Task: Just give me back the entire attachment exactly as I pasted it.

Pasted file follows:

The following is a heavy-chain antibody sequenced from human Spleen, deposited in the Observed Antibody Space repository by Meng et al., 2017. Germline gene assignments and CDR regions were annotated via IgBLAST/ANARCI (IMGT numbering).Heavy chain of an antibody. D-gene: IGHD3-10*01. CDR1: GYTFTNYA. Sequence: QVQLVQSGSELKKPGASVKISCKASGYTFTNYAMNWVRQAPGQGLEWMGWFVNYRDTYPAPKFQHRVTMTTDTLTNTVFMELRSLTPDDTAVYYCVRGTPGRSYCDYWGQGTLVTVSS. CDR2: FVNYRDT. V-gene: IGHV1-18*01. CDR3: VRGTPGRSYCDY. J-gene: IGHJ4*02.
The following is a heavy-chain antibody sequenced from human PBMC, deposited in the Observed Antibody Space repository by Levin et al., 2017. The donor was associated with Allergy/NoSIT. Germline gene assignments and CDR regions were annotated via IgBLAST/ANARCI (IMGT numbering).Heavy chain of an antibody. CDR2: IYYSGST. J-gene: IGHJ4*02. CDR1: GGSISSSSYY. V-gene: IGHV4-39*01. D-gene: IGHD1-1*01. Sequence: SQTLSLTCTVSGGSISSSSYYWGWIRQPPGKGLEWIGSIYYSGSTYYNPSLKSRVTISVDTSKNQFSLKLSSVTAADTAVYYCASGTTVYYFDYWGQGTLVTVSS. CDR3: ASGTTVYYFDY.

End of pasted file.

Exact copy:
The following is a heavy-chain antibody sequenced from human Spleen, deposited in the Observed Antibody Space repository by Meng et al., 2017. Germline gene assignments and CDR regions were annotated via IgBLAST/ANARCI (IMGT numbering).Heavy chain of an antibody. D-gene: IGHD3-10*01. CDR1: GYTFTNYA. Sequence: QVQLVQSGSELKKPGASVKISCKASGYTFTNYAMNWVRQAPGQGLEWMGWFVNYRDTYPAPKFQHRVTMTTDTLTNTVFMELRSLTPDDTAVYYCVRGTPGRSYCDYWGQGTLVTVSS. CDR2: FVNYRDT. V-gene: IGHV1-18*01. CDR3: VRGTPGRSYCDY. J-gene: IGHJ4*02.
The following is a heavy-chain antibody sequenced from human PBMC, deposited in the Observed Antibody Space repository by Levin et al., 2017. The donor was associated with Allergy/NoSIT. Germline gene assignments and CDR regions were annotated via IgBLAST/ANARCI (IMGT numbering).Heavy chain of an antibody. CDR2: IYYSGST. J-gene: IGHJ4*02. CDR1: GGSISSSSYY. V-gene: IGHV4-39*01. D-gene: IGHD1-1*01. Sequence: SQTLSLTCTVSGGSISSSSYYWGWIRQPPGKGLEWIGSIYYSGSTYYNPSLKSRVTISVDTSKNQFSLKLSSVTAADTAVYYCASGTTVYYFDYWGQGTLVTVSS. CDR3: ASGTTVYYFDY.